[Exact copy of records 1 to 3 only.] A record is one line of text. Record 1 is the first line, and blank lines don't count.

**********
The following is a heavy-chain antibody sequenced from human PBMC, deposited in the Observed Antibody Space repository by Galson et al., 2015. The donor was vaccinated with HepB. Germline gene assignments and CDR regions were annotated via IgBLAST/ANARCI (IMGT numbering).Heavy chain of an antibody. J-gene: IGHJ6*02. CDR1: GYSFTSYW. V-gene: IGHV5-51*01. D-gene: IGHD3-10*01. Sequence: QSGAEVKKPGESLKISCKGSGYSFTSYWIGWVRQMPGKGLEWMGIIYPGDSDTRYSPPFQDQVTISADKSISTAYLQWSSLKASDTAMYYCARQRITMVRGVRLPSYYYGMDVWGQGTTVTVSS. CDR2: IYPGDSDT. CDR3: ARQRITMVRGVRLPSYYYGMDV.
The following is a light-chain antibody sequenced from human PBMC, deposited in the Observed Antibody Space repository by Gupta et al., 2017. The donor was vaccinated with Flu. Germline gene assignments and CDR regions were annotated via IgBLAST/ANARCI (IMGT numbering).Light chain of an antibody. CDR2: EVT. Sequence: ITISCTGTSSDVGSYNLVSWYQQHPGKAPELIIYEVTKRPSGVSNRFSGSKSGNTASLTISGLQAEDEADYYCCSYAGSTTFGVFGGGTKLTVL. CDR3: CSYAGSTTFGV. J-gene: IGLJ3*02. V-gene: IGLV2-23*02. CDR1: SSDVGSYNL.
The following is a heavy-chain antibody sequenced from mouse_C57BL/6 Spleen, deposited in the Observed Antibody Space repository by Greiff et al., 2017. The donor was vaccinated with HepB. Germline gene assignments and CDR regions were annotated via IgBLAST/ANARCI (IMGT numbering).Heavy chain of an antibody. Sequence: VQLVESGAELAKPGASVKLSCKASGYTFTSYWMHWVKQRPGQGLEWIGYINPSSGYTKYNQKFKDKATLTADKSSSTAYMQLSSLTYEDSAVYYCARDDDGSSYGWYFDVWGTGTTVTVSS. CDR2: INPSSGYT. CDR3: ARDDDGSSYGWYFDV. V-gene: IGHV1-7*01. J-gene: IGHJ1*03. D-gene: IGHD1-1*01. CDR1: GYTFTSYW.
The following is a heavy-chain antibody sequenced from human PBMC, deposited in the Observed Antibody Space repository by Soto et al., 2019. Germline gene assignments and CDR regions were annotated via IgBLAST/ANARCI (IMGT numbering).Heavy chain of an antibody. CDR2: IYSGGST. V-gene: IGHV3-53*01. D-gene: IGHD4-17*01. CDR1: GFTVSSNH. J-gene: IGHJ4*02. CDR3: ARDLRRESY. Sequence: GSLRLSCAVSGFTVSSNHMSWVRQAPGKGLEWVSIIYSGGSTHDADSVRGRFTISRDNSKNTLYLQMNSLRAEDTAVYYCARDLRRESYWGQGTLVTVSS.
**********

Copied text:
The following is a heavy-chain antibody sequenced from human PBMC, deposited in the Observed Antibody Space repository by Galson et al., 2015. The donor was vaccinated with HepB. Germline gene assignments and CDR regions were annotated via IgBLAST/ANARCI (IMGT numbering).Heavy chain of an antibody. J-gene: IGHJ6*02. CDR1: GYSFTSYW. V-gene: IGHV5-51*01. D-gene: IGHD3-10*01. Sequence: QSGAEVKKPGESLKISCKGSGYSFTSYWIGWVRQMPGKGLEWMGIIYPGDSDTRYSPPFQDQVTISADKSISTAYLQWSSLKASDTAMYYCARQRITMVRGVRLPSYYYGMDVWGQGTTVTVSS. CDR2: IYPGDSDT. CDR3: ARQRITMVRGVRLPSYYYGMDV.
The following is a light-chain antibody sequenced from human PBMC, deposited in the Observed Antibody Space repository by Gupta et al., 2017. The donor was vaccinated with Flu. Germline gene assignments and CDR regions were annotated via IgBLAST/ANARCI (IMGT numbering).Light chain of an antibody. CDR2: EVT. Sequence: ITISCTGTSSDVGSYNLVSWYQQHPGKAPELIIYEVTKRPSGVSNRFSGSKSGNTASLTISGLQAEDEADYYCCSYAGSTTFGVFGGGTKLTVL. CDR3: CSYAGSTTFGV. J-gene: IGLJ3*02. V-gene: IGLV2-23*02. CDR1: SSDVGSYNL.
The following is a heavy-chain antibody sequenced from mouse_C57BL/6 Spleen, deposited in the Observed Antibody Space repository by Greiff et al., 2017. The donor was vaccinated with HepB. Germline gene assignments and CDR regions were annotated via IgBLAST/ANARCI (IMGT numbering).Heavy chain of an antibody. Sequence: VQLVESGAELAKPGASVKLSCKASGYTFTSYWMHWVKQRPGQGLEWIGYINPSSGYTKYNQKFKDKATLTADKSSSTAYMQLSSLTYEDSAVYYCARDDDGSSYGWYFDVWGTGTTVTVSS. CDR2: INPSSGYT. CDR3: ARDDDGSSYGWYFDV. V-gene: IGHV1-7*01. J-gene: IGHJ1*03. D-gene: IGHD1-1*01. CDR1: GYTFTSYW.